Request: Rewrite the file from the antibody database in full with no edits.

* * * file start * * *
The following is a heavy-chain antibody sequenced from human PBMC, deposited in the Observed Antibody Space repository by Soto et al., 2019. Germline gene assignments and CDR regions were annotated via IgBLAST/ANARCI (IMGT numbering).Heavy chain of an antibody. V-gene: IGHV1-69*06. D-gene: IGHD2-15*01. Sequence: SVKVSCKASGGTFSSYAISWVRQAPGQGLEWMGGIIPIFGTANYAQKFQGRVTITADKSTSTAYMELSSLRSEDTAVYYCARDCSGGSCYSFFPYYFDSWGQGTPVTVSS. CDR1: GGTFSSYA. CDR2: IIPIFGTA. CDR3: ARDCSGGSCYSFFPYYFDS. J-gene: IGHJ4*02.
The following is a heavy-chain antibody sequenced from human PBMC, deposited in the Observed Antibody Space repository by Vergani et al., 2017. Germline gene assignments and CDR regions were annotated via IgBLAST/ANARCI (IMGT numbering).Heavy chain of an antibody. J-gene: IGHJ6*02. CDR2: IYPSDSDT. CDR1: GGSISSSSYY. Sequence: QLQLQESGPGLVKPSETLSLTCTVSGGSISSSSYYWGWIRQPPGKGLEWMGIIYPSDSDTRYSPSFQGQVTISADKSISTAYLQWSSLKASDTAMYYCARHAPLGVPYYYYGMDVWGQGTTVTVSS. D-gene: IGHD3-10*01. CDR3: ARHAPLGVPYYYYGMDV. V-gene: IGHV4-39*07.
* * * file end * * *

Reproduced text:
The following is a heavy-chain antibody sequenced from human PBMC, deposited in the Observed Antibody Space repository by Soto et al., 2019. Germline gene assignments and CDR regions were annotated via IgBLAST/ANARCI (IMGT numbering).Heavy chain of an antibody. V-gene: IGHV1-69*06. D-gene: IGHD2-15*01. Sequence: SVKVSCKASGGTFSSYAISWVRQAPGQGLEWMGGIIPIFGTANYAQKFQGRVTITADKSTSTAYMELSSLRSEDTAVYYCARDCSGGSCYSFFPYYFDSWGQGTPVTVSS. CDR1: GGTFSSYA. CDR2: IIPIFGTA. CDR3: ARDCSGGSCYSFFPYYFDS. J-gene: IGHJ4*02.
The following is a heavy-chain antibody sequenced from human PBMC, deposited in the Observed Antibody Space repository by Vergani et al., 2017. Germline gene assignments and CDR regions were annotated via IgBLAST/ANARCI (IMGT numbering).Heavy chain of an antibody. J-gene: IGHJ6*02. CDR2: IYPSDSDT. CDR1: GGSISSSSYY. Sequence: QLQLQESGPGLVKPSETLSLTCTVSGGSISSSSYYWGWIRQPPGKGLEWMGIIYPSDSDTRYSPSFQGQVTISADKSISTAYLQWSSLKASDTAMYYCARHAPLGVPYYYYGMDVWGQGTTVTVSS. D-gene: IGHD3-10*01. CDR3: ARHAPLGVPYYYYGMDV. V-gene: IGHV4-39*07.